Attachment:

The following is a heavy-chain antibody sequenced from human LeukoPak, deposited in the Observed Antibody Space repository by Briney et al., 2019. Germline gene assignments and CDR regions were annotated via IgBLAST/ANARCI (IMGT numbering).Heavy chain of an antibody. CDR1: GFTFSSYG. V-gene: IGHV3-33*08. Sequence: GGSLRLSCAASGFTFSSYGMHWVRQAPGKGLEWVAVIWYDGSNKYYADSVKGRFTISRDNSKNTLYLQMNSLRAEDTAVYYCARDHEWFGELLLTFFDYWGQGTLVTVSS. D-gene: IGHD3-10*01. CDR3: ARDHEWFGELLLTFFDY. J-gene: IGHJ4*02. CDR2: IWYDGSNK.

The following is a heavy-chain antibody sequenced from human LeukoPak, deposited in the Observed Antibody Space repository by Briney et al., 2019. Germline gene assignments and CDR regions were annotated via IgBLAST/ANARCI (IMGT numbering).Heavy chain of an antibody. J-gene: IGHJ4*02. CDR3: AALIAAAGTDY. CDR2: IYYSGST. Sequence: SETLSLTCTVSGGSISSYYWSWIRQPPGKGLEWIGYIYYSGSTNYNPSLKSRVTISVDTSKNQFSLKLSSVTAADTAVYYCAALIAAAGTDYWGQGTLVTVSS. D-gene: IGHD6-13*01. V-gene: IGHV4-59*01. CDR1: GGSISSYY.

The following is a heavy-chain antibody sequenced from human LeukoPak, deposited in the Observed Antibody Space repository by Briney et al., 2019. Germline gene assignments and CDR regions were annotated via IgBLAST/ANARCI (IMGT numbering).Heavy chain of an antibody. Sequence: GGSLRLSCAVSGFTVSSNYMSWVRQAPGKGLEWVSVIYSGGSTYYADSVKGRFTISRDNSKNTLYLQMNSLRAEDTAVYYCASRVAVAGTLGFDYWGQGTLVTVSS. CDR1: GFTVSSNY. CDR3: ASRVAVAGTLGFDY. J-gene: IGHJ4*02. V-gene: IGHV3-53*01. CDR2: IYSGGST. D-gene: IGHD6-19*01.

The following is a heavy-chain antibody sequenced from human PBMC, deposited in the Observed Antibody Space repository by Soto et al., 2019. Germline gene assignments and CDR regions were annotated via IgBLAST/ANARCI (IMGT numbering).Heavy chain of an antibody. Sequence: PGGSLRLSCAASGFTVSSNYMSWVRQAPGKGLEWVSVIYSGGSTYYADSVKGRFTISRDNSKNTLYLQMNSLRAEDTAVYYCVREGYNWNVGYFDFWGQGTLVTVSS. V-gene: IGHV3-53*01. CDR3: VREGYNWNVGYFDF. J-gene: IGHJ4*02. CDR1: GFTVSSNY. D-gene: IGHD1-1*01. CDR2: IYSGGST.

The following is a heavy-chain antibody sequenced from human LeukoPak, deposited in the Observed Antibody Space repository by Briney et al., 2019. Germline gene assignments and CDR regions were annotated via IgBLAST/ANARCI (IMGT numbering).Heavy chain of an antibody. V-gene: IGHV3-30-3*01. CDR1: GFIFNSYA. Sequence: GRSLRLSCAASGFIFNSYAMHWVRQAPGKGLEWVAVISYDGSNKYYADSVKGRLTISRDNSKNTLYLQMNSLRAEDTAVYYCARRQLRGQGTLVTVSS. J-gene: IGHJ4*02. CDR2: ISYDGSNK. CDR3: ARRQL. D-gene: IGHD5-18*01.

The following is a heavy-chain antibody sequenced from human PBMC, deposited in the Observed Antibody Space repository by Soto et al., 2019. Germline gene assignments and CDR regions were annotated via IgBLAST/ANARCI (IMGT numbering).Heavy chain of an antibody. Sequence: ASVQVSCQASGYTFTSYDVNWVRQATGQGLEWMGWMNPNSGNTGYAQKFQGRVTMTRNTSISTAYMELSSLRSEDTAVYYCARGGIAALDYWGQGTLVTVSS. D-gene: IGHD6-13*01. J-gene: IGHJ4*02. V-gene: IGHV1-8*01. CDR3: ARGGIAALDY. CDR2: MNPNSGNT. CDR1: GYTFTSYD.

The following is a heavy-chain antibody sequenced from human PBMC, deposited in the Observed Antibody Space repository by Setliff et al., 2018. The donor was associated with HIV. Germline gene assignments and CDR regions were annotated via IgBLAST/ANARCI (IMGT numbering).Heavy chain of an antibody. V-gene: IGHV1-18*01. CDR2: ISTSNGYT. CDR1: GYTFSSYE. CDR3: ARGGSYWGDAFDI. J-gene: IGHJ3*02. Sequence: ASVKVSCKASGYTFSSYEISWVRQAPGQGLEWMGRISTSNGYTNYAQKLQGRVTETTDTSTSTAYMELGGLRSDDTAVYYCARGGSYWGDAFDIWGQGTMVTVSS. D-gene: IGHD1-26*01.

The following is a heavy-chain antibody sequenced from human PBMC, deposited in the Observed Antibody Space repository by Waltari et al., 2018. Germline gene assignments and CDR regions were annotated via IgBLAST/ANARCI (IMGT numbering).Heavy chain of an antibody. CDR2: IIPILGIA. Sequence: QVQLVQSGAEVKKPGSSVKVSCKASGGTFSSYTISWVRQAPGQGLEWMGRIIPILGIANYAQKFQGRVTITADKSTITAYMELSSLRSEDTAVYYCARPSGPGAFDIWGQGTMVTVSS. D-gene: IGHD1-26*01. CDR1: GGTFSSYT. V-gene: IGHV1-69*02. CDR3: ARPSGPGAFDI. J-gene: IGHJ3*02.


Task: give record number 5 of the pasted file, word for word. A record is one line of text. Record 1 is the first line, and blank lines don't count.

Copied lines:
The following is a heavy-chain antibody sequenced from human LeukoPak, deposited in the Observed Antibody Space repository by Briney et al., 2019. Germline gene assignments and CDR regions were annotated via IgBLAST/ANARCI (IMGT numbering).Heavy chain of an antibody. V-gene: IGHV3-30-3*01. CDR1: GFIFNSYA. Sequence: GRSLRLSCAASGFIFNSYAMHWVRQAPGKGLEWVAVISYDGSNKYYADSVKGRLTISRDNSKNTLYLQMNSLRAEDTAVYYCARRQLRGQGTLVTVSS. J-gene: IGHJ4*02. CDR2: ISYDGSNK. CDR3: ARRQL. D-gene: IGHD5-18*01.